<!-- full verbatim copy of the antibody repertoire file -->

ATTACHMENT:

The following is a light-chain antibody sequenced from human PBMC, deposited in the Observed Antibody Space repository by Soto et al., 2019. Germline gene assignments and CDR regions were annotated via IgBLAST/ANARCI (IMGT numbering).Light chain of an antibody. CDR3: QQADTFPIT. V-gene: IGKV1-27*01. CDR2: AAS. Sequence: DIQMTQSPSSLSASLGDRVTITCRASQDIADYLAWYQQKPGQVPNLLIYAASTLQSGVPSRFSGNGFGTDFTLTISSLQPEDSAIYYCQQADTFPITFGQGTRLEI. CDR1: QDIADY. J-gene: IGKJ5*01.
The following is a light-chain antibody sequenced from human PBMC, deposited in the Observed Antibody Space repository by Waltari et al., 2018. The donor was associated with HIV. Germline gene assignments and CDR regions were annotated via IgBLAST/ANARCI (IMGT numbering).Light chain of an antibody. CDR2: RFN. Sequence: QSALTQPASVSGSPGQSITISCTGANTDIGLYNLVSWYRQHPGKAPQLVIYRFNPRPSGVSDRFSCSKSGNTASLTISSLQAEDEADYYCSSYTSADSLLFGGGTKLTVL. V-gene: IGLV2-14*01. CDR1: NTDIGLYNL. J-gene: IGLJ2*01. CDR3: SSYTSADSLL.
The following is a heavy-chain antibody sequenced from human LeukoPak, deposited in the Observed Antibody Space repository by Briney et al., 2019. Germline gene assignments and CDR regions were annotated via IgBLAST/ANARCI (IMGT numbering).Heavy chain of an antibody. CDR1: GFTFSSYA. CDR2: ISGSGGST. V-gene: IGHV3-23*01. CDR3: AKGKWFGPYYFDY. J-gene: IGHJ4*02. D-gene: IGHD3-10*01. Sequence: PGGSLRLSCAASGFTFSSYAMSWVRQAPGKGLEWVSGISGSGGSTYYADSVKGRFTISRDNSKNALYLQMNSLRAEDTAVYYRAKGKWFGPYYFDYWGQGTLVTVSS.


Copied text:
The following is a light-chain antibody sequenced from human PBMC, deposited in the Observed Antibody Space repository by Soto et al., 2019. Germline gene assignments and CDR regions were annotated via IgBLAST/ANARCI (IMGT numbering).Light chain of an antibody. CDR3: QQADTFPIT. V-gene: IGKV1-27*01. CDR2: AAS. Sequence: DIQMTQSPSSLSASLGDRVTITCRASQDIADYLAWYQQKPGQVPNLLIYAASTLQSGVPSRFSGNGFGTDFTLTISSLQPEDSAIYYCQQADTFPITFGQGTRLEI. CDR1: QDIADY. J-gene: IGKJ5*01.
The following is a light-chain antibody sequenced from human PBMC, deposited in the Observed Antibody Space repository by Waltari et al., 2018. The donor was associated with HIV. Germline gene assignments and CDR regions were annotated via IgBLAST/ANARCI (IMGT numbering).Light chain of an antibody. CDR2: RFN. Sequence: QSALTQPASVSGSPGQSITISCTGANTDIGLYNLVSWYRQHPGKAPQLVIYRFNPRPSGVSDRFSCSKSGNTASLTISSLQAEDEADYYCSSYTSADSLLFGGGTKLTVL. V-gene: IGLV2-14*01. CDR1: NTDIGLYNL. J-gene: IGLJ2*01. CDR3: SSYTSADSLL.
The following is a heavy-chain antibody sequenced from human LeukoPak, deposited in the Observed Antibody Space repository by Briney et al., 2019. Germline gene assignments and CDR regions were annotated via IgBLAST/ANARCI (IMGT numbering).Heavy chain of an antibody. CDR1: GFTFSSYA. CDR2: ISGSGGST. V-gene: IGHV3-23*01. CDR3: AKGKWFGPYYFDY. J-gene: IGHJ4*02. D-gene: IGHD3-10*01. Sequence: PGGSLRLSCAASGFTFSSYAMSWVRQAPGKGLEWVSGISGSGGSTYYADSVKGRFTISRDNSKNALYLQMNSLRAEDTAVYYRAKGKWFGPYYFDYWGQGTLVTVSS.